A practical guide to ditching the mummy guilt... once and for all
It’s often said that with the arrival of your first baby, arrives the mammy guilt fairy, and she simply never goes away.
Whether it’s feeling bad for parking them in front of the TV while you get on with dinner; worrying about the lack of fruit and veg in their diet; or thinking you’ve scarred them by shouting at them... The list goes on and on.
Here, Claire Flannery of Strength Within explains why it's really important that none of us get drowned out by that guilt fairy. Being constantly hard on yourself is just another example of negative self-talk. And like any negative voice in your head, the more heed you give to it, the stronger and louder it becomes.
So how do we take back the control?
Well let’s start with this: Are your children happy? Safe? Do they know they are loved unconditionally?
If, broadly speaking, you can answer yes to these questions; you really have nothing to feel guilty about. I guarantee your child thinks you are amazing and the best mama that ever was… despite what they may say when stop them from doing things to keep them safe and happy!
Banishing guilt comes down to three things: Meaning, perspective, and self-compassion:
This is really about your values and your purpose. Get clear on these and the pieces of the puzzle come together as to why you are doing what you are doing. So for example, when we look at feeling guilty about working: are you working because you need to put food on the table…or maybe it’s because you are happier when you have a fulfilling career. Perhaps you’re working towards a longer term goal of moving career, or more flexible working – whatever it is, when you are clear on your purpose you are fighting back with logic, something guilt fairies are not too familiar with.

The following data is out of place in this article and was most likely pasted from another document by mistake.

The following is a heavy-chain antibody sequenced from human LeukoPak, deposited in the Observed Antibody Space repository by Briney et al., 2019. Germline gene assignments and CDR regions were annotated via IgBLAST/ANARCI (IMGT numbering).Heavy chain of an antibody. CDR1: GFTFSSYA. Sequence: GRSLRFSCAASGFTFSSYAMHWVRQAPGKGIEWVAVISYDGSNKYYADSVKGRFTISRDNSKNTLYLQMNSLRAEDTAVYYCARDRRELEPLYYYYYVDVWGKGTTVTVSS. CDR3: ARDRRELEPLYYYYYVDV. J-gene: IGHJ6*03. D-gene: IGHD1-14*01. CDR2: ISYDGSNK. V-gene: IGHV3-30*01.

Looking at values is an area I often spend quite some time on with many of my coaching clients, as it really helps to ground you, give you a sense of purpose, and build confidence in your choices.
Next time you are feeling guilty, ask yourself this: will this matter in one year? five years? ten years? So, if for example tonight’s masterpiece is fish fingers and beans and you are feeling pretty sh*tty about that…will this matter in five years? Unless your children are living on a diet of solely fish fingers and beans and nothing else... I think it fairly safe to say it won’t.
If you are not happy with your choices, know that you CAN change them, it may take some time; but change is always possible.
This is a biggie. Mothers the world over are probably not great at this; but Irish Mammies in particular are shocking! Next time your guilt fairy pipes up, write down what they are saying and have a really good look at it; the insanity of it. Now, write down what you would say to a good friend who was feeling the same way. Shocking mismatch, right?
Give yourself a break; know that you’re doing what you can, as best you can, and with the resources you have available. Talk to yourself like you would a good friend. And if the day is a bit of a disaster, know you can start afresh tomorrow.
See self-compassion.org for some great resources for working on your self-compassion.
With less time spent listening to the guilt fairy, you can spend more time savouring the moments of joy that come with being a parent, and are mentally more free to invest in looking after yourself and doing things that make you happy. Repeat after me: "When I am happy, I set a tone of happiness in my family…" and so ultimately, everyone is happier. Now’s there’s a good reason to get some quality ‘me’ time if ever there was one.
Claire Flannery is a Dublin-based mother-of-two young sons as well as the founder and owner of Strength Within coaching and consultancy. She is furthermore a qualified business psychologist and gentlebirth instructor with more than a decade of experience working in HR leadership in financial services.
Claire runs gentlebirth and return-to-work workshops in Dublin and says she is privileged to work with women and their partners as they make their journey through pregnancy, birth and early parenting.